Mysteries of child mummy solved more than 500 years later

Mysteries of Child Mummy Solved More Than 500 Years Later
Mysteries of Child Mummy Solved More Than 500 Years Later

An international mummy mystery has been solved in Cincinnati. We now know this child mummy was 3 years old when she died of natural causes somewhere in Peru more than 500 years ago.

The Cincinnati Museum Center asked doctors at the Cincinnati Children's Hospital Medical Center to take part in the "academic endeavor." Doctors spent weeks studying the remains and looking at images of the young mummy, and they announced their findings on Monday.

"The images that we generated through the course of this process, we had over 12,000 images that we generated," Dr. Andrew Trout of the children's hospital said.

One of the findings is that the young girl's skull was elongated.

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"Many South American cultures believed that a long, narrow head was beautiful, leading them to bind the skulls from birth to form them," Cody Hefner of Cincinnati Museum Center explained.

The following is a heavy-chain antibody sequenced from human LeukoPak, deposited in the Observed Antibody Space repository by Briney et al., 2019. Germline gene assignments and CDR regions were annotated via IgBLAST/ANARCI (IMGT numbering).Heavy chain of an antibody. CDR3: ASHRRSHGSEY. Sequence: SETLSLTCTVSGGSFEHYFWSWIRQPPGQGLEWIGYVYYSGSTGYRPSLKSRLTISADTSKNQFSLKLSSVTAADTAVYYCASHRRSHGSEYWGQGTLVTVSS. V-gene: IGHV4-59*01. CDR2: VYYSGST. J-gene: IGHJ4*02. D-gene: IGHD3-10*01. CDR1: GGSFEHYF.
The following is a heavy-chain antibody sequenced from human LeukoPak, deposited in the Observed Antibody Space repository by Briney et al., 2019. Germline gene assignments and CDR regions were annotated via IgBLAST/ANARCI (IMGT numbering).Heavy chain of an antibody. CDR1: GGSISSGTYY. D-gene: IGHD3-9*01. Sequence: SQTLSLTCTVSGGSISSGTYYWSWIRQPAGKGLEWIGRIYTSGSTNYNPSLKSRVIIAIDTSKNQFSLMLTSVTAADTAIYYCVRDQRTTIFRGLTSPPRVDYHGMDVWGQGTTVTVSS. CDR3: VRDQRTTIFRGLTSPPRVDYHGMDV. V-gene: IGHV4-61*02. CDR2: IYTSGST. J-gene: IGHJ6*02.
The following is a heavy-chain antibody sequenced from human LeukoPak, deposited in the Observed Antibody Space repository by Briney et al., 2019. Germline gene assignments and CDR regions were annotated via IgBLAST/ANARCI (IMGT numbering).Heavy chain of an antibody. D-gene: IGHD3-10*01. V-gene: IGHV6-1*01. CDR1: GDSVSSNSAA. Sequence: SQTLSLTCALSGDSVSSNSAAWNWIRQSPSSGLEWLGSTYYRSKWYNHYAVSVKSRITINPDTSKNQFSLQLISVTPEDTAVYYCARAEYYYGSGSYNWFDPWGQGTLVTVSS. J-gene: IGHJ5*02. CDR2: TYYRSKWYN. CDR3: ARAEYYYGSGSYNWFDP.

Many mummies are well-preserved, giving researchers the remarkable opportunity to take a look at their past.

The Ancient Origins highlights three Incan child mummies discovered in the early 2000s. In 2013, scientists found they had been drugged before they died, confirming the practice of capacocha, which ended in sacrifice.

The CT scans and results of the young mummy tested in Cincinnati are public at the Cincinnati Museum Center.

The center is currently displaying "Mummies of the World: The Exhibition," the largest exhibition of mummies.

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